Saturday, November 24, 2018

Bandhara at Aptale Village, Jawhar region, Maharashtra

In May 2015, I went to a tribal area, about 4hrs drive from Mumbai. Since then, I have been working on a series of water projects there. Along with my friend Malathi, we have been building checkdams, ponds, wells, and rainwater harvesting structures. This is our latest project in the village of Aptale. It is a Thakar village. This area gets a lot of rainfall in the monsoons, but goes dry after the rains. Already you can see how the countryside has turned brown.
The water is from a perennial source which is a small trickle that gets lost in a muddy slush. In fact, the mud blocks the trickle and it stops flowing after a while. So now the mud has been removed and put in recycled gunny bags. It forms an impenetrable layer and the water will fill up the available stony basin in the coming months.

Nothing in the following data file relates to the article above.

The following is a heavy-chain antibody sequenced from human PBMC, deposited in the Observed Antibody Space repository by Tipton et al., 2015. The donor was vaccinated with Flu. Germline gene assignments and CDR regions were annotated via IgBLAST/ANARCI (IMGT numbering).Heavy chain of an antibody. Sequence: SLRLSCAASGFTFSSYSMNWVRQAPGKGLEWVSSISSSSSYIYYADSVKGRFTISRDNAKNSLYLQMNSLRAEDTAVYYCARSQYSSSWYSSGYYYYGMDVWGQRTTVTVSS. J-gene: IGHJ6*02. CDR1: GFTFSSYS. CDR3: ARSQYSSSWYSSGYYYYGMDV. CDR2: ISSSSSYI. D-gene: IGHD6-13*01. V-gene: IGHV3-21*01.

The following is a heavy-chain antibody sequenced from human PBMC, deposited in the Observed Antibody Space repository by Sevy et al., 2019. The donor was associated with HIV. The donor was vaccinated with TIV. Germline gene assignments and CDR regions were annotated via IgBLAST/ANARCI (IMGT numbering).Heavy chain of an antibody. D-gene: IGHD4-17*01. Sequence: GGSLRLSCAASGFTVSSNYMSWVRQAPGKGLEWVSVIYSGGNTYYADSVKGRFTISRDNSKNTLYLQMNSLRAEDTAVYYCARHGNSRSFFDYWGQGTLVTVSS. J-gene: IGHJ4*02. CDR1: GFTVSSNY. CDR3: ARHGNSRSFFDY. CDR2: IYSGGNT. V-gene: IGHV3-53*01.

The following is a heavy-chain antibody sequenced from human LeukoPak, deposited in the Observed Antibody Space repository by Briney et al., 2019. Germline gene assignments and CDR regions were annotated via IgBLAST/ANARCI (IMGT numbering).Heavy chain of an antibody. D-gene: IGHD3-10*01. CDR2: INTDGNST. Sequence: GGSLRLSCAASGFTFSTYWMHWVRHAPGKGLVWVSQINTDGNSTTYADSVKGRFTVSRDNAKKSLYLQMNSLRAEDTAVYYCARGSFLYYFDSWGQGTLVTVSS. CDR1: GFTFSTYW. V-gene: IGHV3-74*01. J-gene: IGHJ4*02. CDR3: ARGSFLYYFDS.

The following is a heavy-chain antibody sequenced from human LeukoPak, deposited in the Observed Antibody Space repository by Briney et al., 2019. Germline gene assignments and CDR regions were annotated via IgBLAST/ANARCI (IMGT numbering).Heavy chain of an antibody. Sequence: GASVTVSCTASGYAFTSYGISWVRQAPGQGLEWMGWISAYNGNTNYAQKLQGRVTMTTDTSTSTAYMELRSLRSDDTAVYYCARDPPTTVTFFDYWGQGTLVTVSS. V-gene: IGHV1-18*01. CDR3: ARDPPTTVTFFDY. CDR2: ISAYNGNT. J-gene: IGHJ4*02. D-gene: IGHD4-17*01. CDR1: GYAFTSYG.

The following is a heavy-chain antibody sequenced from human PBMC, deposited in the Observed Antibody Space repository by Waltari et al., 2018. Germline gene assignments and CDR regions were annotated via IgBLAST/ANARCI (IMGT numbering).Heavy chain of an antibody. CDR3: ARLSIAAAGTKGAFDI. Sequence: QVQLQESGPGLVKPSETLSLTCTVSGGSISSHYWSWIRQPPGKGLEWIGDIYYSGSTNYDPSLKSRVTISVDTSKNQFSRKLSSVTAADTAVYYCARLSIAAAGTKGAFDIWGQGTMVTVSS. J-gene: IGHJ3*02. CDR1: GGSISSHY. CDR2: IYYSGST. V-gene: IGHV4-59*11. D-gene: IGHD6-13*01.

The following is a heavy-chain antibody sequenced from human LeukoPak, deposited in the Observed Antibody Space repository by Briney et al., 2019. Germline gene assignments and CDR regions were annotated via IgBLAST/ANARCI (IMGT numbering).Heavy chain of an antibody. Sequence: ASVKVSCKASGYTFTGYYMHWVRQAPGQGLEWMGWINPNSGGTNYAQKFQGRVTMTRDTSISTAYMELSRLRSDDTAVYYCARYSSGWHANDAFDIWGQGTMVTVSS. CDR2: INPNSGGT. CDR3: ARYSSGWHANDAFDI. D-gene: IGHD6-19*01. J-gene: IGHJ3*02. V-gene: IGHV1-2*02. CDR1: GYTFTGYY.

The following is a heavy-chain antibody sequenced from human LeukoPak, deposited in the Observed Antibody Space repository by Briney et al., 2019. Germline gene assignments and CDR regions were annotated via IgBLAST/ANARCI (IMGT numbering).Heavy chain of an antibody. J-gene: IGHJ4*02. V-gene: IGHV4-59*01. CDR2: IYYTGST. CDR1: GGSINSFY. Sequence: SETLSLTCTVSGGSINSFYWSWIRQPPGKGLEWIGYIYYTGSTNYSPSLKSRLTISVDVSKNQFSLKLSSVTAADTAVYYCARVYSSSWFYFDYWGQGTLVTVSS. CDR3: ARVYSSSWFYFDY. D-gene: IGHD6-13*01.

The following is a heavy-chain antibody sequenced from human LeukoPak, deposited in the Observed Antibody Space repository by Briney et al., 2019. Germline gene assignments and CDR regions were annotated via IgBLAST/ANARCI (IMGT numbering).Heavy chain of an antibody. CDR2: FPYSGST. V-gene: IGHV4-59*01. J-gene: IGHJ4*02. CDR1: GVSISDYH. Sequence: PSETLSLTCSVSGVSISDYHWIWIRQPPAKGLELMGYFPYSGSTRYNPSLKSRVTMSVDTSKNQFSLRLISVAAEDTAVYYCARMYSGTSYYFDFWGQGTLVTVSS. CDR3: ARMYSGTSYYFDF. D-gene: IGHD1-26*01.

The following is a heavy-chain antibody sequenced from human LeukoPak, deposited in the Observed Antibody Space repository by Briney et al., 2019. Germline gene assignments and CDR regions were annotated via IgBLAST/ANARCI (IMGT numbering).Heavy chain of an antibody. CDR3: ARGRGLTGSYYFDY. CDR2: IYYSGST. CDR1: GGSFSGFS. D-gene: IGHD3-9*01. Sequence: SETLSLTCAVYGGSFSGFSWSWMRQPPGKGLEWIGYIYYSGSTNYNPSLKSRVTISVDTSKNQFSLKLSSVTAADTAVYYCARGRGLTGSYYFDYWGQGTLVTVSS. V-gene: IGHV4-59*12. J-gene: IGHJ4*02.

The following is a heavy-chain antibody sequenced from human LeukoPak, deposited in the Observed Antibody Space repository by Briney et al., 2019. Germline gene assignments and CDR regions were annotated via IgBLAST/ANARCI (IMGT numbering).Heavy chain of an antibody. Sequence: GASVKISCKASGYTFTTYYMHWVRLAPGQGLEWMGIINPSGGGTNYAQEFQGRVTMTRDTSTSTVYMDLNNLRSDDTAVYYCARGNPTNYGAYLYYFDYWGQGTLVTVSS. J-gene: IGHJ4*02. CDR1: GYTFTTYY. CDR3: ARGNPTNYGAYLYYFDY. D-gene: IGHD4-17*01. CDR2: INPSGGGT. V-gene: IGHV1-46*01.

We normally use boulders with a plastic lining but this is faster and less expensive. And it uses second-hand bags which are easily available in the local market in Jawhar. This time we have experimented with a "fixed cost model". Instead of paying daily wages, we have given a fixed amount, after supplying the gunny bags. We told the village that it's now upto them to do it as efficiently and quickly as they can. The daily wage model doesn't work in Aptale, since we cannot monitor the project all day long.
A team of 20 people did this project. 10 people worked for 2 days, and another team of 10 people for the next 2 days. That way the earnings were spread over multiple families. We did not decide who would work. The village has come up with this system. I think that's a very good thing.
The project is now finished. Waiting now to see results in the dry months ahead. As usual, I am taken aback to see how much can be achieved in rural India with very little money actually being spent.